- Elaine Mariner, Colorado Council of The Arts
2. Install a local area network, ideally with a stand-alone server.
Being paperless also means being "diskless," that is, sharing information via a general server - to which all staff has access to - rather than swapping floppy disks, which can be lost or destroyed and can transmit damaging viruses.
We were advised that purchasing a high powered stand-alone server would allow us to purchase less powerful (and less expensive) work stations, plus increase the speed of access.
We've also found that we can better protect our most valuable property - our member database - by having it located on the server, which has its own auxiliary power supply, back-up system and virus protection (see #5.)
More tips: don't assume you have to rewire your whole office to install a LAN. We found that our exiting phone jacks had the capacity to handle both our telephone lines and our LAN access.
3. Ensure you have the appropriate technical expertise available to keep the system going.
This will probably entail training some staff members to handle day-to-day problems like recovering after power outages and troubleshooting basic office software.
It will certainly require having some outside expertise you can call for major equipment upgrades, server problems, adding and deleting stations, and general advice.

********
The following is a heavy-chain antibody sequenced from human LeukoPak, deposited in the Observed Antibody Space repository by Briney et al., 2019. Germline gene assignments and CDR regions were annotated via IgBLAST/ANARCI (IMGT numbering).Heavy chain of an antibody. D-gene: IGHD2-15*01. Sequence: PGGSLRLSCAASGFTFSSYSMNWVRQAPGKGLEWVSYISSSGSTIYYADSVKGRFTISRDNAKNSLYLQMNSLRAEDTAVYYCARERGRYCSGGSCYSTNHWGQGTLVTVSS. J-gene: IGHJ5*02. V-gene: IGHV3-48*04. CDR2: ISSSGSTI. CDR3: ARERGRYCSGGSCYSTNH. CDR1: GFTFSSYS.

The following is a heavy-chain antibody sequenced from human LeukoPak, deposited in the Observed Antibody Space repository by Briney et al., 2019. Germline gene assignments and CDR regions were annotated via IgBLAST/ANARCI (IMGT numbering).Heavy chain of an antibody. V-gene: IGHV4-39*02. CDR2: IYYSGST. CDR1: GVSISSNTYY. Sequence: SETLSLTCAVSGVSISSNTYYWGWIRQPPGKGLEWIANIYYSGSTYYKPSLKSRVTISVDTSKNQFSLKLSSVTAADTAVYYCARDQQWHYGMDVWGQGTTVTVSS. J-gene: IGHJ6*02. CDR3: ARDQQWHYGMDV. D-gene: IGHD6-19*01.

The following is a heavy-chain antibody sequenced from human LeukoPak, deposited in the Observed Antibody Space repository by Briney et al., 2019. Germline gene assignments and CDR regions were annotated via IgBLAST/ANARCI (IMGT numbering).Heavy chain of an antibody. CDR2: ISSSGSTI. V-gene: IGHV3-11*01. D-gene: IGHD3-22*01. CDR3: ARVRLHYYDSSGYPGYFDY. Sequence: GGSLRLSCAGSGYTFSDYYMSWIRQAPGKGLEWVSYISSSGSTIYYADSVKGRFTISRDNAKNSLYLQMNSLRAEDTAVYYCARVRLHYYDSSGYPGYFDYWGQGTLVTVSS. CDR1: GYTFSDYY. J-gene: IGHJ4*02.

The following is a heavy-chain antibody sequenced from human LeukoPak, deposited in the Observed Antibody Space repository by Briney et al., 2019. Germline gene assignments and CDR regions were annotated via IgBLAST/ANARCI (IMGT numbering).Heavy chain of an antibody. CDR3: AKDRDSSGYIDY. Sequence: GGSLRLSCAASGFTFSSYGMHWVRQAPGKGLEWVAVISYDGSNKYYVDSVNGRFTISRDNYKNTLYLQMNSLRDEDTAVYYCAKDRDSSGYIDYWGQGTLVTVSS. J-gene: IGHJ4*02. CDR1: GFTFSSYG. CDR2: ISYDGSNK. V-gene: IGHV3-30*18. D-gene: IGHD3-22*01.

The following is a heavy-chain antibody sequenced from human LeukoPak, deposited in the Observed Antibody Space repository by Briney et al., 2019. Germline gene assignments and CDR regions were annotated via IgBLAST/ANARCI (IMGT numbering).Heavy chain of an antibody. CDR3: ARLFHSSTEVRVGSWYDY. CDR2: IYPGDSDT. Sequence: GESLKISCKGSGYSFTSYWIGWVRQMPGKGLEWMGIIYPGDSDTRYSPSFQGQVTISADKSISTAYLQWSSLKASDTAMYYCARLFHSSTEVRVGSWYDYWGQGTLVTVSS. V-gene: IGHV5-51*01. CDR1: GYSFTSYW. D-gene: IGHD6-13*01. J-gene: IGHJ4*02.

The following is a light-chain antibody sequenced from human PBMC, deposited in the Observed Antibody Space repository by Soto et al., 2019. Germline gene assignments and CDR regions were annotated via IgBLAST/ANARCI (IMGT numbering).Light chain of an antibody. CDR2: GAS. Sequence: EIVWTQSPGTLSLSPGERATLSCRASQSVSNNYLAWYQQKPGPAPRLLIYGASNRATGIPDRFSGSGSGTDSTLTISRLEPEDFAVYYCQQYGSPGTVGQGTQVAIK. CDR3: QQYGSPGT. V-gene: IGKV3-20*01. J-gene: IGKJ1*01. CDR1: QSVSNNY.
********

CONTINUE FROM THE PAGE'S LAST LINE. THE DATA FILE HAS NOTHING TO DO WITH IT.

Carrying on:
This year we are budgeting for a monthly visit by our network specialist to install software upgrades and do routine maintenance on our workstations. We have also budgeted for at least one software training session for each staff member, with the goal that everyone is self-sufficient on our basic office software (MS Word and Excel.)
4. Start collecting e-mail addresses from all of your constituencies.
This not only requires adding a field to your database, but ensuring that you collect it from everyone who asks to be added to your mailing last.
You'll save money by communication with the media, your funders, and your members electronically whenever possible. Of course, you must be sure they agree to be contacted in this manner. For example, some media are still reluctant to receive press releases vis e-mail.
But with the recent postage increases and concurrent cuts in our operating budget, our agency is being forced to look for creative ways to stay in touch with our constituents. One solution is to e-mail our grant guidelines and use small mail by request only.
Aside benefit of e-mail: we've found our long distance phone bill has decreased dramatically.
5. Install virus protection software and implement a routine data backup system.